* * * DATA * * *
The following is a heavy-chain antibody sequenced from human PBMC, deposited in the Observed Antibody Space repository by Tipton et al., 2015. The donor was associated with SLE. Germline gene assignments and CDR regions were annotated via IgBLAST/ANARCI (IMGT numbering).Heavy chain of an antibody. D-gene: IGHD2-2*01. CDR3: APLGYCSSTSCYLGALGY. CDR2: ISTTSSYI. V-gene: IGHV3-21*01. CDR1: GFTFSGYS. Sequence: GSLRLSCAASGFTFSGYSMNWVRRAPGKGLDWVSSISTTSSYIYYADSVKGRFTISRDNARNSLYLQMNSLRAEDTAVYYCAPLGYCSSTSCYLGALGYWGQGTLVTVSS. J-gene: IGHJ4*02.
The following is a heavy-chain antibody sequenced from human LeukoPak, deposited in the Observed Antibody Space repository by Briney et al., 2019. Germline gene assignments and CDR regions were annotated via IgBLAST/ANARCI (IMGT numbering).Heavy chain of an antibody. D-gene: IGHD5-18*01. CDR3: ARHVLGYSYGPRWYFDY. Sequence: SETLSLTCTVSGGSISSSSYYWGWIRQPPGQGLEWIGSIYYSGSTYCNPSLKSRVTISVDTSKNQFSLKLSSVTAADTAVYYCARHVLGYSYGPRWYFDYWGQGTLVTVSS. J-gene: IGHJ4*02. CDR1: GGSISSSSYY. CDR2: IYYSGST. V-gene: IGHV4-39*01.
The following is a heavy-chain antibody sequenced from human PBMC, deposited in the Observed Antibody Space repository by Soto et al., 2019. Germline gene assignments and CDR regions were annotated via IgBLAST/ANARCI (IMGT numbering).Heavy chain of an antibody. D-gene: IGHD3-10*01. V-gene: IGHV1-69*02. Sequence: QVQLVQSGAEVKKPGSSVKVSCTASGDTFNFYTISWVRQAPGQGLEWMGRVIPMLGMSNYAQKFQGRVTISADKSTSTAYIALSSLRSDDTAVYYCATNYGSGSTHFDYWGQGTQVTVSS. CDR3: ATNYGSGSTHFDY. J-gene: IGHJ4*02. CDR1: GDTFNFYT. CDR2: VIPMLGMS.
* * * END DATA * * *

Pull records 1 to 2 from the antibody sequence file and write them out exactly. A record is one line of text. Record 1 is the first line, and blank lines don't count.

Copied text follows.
The following is a heavy-chain antibody sequenced from human PBMC, deposited in the Observed Antibody Space repository by Tipton et al., 2015. The donor was associated with SLE. Germline gene assignments and CDR regions were annotated via IgBLAST/ANARCI (IMGT numbering).Heavy chain of an antibody. D-gene: IGHD2-2*01. CDR3: APLGYCSSTSCYLGALGY. CDR2: ISTTSSYI. V-gene: IGHV3-21*01. CDR1: GFTFSGYS. Sequence: GSLRLSCAASGFTFSGYSMNWVRRAPGKGLDWVSSISTTSSYIYYADSVKGRFTISRDNARNSLYLQMNSLRAEDTAVYYCAPLGYCSSTSCYLGALGYWGQGTLVTVSS. J-gene: IGHJ4*02.
The following is a heavy-chain antibody sequenced from human LeukoPak, deposited in the Observed Antibody Space repository by Briney et al., 2019. Germline gene assignments and CDR regions were annotated via IgBLAST/ANARCI (IMGT numbering).Heavy chain of an antibody. D-gene: IGHD5-18*01. CDR3: ARHVLGYSYGPRWYFDY. Sequence: SETLSLTCTVSGGSISSSSYYWGWIRQPPGQGLEWIGSIYYSGSTYCNPSLKSRVTISVDTSKNQFSLKLSSVTAADTAVYYCARHVLGYSYGPRWYFDYWGQGTLVTVSS. J-gene: IGHJ4*02. CDR1: GGSISSSSYY. CDR2: IYYSGST. V-gene: IGHV4-39*01.